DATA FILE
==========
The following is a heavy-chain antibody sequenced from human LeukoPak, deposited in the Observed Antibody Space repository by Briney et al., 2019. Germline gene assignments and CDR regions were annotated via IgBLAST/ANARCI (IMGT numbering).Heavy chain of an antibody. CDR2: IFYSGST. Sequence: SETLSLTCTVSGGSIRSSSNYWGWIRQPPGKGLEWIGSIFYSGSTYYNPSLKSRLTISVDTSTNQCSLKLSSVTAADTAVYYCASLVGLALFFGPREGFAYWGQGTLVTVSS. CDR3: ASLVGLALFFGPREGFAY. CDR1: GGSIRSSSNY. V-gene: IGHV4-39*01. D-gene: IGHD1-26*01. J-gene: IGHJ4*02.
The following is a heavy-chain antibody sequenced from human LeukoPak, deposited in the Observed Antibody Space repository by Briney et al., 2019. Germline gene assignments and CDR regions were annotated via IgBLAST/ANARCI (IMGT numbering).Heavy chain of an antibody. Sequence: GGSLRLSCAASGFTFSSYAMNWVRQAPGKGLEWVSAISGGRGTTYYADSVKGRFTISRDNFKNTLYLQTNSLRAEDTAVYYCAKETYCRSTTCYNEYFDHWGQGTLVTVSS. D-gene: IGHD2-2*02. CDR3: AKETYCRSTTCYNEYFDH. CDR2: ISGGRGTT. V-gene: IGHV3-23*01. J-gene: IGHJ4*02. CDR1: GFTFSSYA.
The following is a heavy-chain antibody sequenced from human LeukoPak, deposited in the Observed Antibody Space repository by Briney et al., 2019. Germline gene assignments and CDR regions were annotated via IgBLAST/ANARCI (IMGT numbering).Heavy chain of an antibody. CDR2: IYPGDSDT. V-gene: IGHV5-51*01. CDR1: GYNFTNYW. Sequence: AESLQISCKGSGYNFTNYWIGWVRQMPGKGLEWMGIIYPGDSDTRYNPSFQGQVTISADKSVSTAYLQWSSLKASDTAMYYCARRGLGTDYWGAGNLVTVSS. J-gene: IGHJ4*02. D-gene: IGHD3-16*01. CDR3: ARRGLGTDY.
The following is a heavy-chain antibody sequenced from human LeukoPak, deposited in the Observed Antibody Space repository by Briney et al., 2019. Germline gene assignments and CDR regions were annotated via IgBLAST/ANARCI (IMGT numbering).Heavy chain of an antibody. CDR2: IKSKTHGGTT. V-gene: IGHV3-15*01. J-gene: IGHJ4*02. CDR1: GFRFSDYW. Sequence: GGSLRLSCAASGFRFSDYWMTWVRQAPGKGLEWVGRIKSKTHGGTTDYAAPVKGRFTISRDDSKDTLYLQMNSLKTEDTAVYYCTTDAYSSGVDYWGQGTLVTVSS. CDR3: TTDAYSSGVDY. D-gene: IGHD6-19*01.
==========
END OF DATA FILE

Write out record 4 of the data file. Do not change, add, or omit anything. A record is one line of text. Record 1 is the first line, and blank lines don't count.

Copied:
The following is a heavy-chain antibody sequenced from human LeukoPak, deposited in the Observed Antibody Space repository by Briney et al., 2019. Germline gene assignments and CDR regions were annotated via IgBLAST/ANARCI (IMGT numbering).Heavy chain of an antibody. CDR2: IKSKTHGGTT. V-gene: IGHV3-15*01. J-gene: IGHJ4*02. CDR1: GFRFSDYW. Sequence: GGSLRLSCAASGFRFSDYWMTWVRQAPGKGLEWVGRIKSKTHGGTTDYAAPVKGRFTISRDDSKDTLYLQMNSLKTEDTAVYYCTTDAYSSGVDYWGQGTLVTVSS. CDR3: TTDAYSSGVDY. D-gene: IGHD6-19*01.